Monday, July 10, 2017

Letter VII inoculation and the two departments in the New York Cumorah

I need to post something about Letter VII that has been overlooked, but it's important to provide the context for the issue for those new to this site.

Some LDS scholars and educators are still trying to persuade people that the "real" Cumorah is in Mexico. They advocate the "two-Cumorahs" and "Mesoamerican" theories that claim Joseph Smith and Oliver Cowdery were ignorant speculators who misled the Church with a false tradition about Cumorah being in New York.

[Some people don't believe our LDS scholars and educators teach these things, but anyone who teaches the limited Mesoamerican geography models teaches exactly what I wrote in the preceding paragraph. You'll see it in BYU Studies, the Interpreter, Mesomania Meridian Magazine, FairMormon, the old FARMS stuff, everything published by the Maxwell Institute, BMAF, Book of Mormon Central (America), etc.]

Those who have read Letter VII are inoculated against these theories. That's why you won't see Letter VII being taught at BYU, CES, or in anything published by the citation cartel.*

Here's a simple example.

Orson Pratt, Brigham Young, Wilford Woodruff, Heber C. Kimball and others explained that Mormon's repository (Mormon 6:6) was in the same Hill Cumorah in New York from which Joseph obtained the plates from Moroni. There were two departments in the hill. Moroni's stone box was in one location, while the repository of Nephite records was in another location. I've provided the references plenty of times.

Letter VII explained this first, though.

Mormon, "by divine appointment, abridged from those records, in his own style and language, a short account of the more important and prominent items, from the days of Lehi to his own time, after which he deposited, as he says, on the 529th page, all the records in this same hill, Cumorah and after gave his small record to his son Moroni, who, as appears from the same, finished, after witnessing the extinction of his people as a nation."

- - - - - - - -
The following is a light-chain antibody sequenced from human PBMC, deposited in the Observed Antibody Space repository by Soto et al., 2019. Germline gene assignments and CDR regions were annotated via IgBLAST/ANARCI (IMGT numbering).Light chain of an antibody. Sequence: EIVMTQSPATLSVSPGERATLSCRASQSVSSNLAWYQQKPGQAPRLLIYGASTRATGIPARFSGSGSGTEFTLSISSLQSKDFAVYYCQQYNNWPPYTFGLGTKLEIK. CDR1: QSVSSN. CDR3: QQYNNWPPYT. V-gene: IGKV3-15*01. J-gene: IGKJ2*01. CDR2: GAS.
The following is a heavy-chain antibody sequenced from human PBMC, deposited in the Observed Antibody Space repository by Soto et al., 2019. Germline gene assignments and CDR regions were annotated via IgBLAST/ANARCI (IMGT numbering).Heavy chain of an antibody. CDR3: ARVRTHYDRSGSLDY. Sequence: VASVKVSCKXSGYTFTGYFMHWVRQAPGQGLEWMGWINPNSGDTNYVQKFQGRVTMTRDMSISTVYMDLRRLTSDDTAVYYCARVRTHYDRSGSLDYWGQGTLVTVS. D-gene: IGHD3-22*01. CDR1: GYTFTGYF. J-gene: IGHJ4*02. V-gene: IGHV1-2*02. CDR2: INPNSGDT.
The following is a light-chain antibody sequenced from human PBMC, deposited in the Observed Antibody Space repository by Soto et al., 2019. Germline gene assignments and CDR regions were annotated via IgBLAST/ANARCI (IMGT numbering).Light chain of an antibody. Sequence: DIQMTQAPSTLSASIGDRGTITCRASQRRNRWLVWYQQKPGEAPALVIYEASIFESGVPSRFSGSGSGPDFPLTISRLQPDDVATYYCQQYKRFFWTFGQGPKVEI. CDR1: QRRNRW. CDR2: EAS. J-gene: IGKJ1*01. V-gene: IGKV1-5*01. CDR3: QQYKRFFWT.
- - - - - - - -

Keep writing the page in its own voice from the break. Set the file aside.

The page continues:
Here's the link from Joseph  Smith's own history:

Bonus clue. Those who are familiar with the two sets of plates scenario will recognize that Oliver is telling us about that here as well. Oliver says Mormon gave "his small record" to Moroni. Mormon's "small record" consisted of the abridgment, "in his own style and language." Mormon deposited all of the original records in the hill Cumorah in New York. The abridged records are the ones Joseph took to Harmony, where he translated them all (except the sealed portion), through the last leaf (the Title Page).

But in D&C 10, the Lord tells Joseph he has to translate the plates of Nephi to replace the lost 116 pages.

The plates of Nephi were not abridged. They were original records. Consequently, it is not only the title page and all the other evidence that informs us that Joseph did not have the plates of Nephi in Harmony, but here, Oliver tells us the same thing.

Mormon did not give any original plates to Moroni.

Joseph did not get the plates of Nephi from Moroni's stone box. He never had them in Harmony. He didn't get them until he arrived in Fayette.

We just have to pay close attention to understand what Oliver is saying, but it's as clear as words can be.

*The sole exception of which I am aware is Book of Mormon Central, which, to their credit, did put the first edition of my short book titled Letter VII: Oliver Cowdery's Message to the World about the Hill Cumorah, into their database. But then they added critical articles without giving me a chance to respond or even including my responses that they know about. Unsuspecting readers who go to Book of Mormon Central think they are getting both sides of the issue of Letter VII, but instead they are getting a false, incomplete presentation of the issues with the editorial thumb firmly on the Mesomania side of the scale.

For this reason, I no longer even try to work with Book of Mormon Central. They are unabashed advocates of the two-Cumorahs and Mesoamerican theories, exactly as I described in the first paragraph. 

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